Foro Nuclear said nuclear power will be needed during any transition, but noted that in recent tax years the nuclear fleet paid nearly €1,000 million a year in taxes, levies and fees, around 40% of their income for producing electricity.
Those payments include an increased fee for the final management of spent nuclear fuel and the search for intermediate and final repositories. The fee has been increased “dramatically”, according to Foro Nuclear, and is now more or less €7 per MWh produced, when the average market price for 1 MWh is about €41.
A law passed in 2012 obliged all electricity producers to pay fees in order to cover a deficit incurred because of subsidies to renewables in the past. Producers have to pay because the government at the time decided not to increase the regulated price for final consumers. Subsidies for renewables also created a deficit which nuclear needs to cover for.
The group’s members argue that nuclear is a low-carbon source of energy and provides stability to the grid. They say it should be rewarded for the provision of this baseload power.
In February, the Spanish government presented the draft of its energy and climate plan for 2021-2030.
The plan estimates the contribution of different technologies to the Spanish electric system every five years until 2030 and specifies that, at least until 2025, installed nuclear power will remain the same at around 7,400 MW. It will be reduced to 3,181 MW from 2030 onwards.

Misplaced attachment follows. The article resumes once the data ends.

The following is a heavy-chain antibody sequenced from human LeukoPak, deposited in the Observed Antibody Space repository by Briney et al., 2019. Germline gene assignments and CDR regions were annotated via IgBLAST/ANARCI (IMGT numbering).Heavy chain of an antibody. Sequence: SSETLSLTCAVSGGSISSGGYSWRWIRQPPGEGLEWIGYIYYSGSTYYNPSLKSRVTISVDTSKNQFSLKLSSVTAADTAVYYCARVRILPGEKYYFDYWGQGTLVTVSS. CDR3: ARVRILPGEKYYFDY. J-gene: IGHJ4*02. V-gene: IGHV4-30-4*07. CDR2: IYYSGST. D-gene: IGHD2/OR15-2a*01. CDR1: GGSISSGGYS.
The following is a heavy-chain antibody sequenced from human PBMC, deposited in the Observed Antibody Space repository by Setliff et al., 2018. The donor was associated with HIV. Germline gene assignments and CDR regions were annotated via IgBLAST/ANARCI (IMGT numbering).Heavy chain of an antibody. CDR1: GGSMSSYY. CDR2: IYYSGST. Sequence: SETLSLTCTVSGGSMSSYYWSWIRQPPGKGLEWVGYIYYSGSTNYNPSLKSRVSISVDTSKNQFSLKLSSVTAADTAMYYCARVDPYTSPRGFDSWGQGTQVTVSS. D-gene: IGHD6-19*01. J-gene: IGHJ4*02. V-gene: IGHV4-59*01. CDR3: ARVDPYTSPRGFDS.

The plan – after comments from the European commission – must be approved before the end of the year. However, it has not been updated since last month’s general election, in which the governing Socialists (PSOE) won the most seats, but fell short of a majority.
According to Foro Nuclear, Spain’s fleet of seven commercial nuclear reactor units generated 53.2 TWh of electricity in 2018, a slight fall from 55.6 TWh in 2017 but still the largest source of generation in the country.
Foro Nuclear said one-third of the population supports nuclear power, but when they are told it does not produce CO2 emissions and generates the most electricity in the Spanish electric system, support grows to nearly 50%.
“This proves that informing and training people are key aspects for a greater acceptance of the technology,” Foro Nuclear said.
Foro Nuclear has called on delegates to the UN COP25 climate conference in Madrid this week to “ensure technological neutrality” in market rules so that in wholesale markets the economic viability of nuclear generation is not put at risk.
“If we look at the European Union, 14 of the 28 member states have nuclear power plants providing 25% of electricity generation, and 50% of low-carbon electricity is produced by the 126 nuclear reactors currently in operation,” Foro Nuclear said.
“These numbers are relevant because they strengthen the major role of nuclear power in the energy transition to the decarbonisation of the European economy.”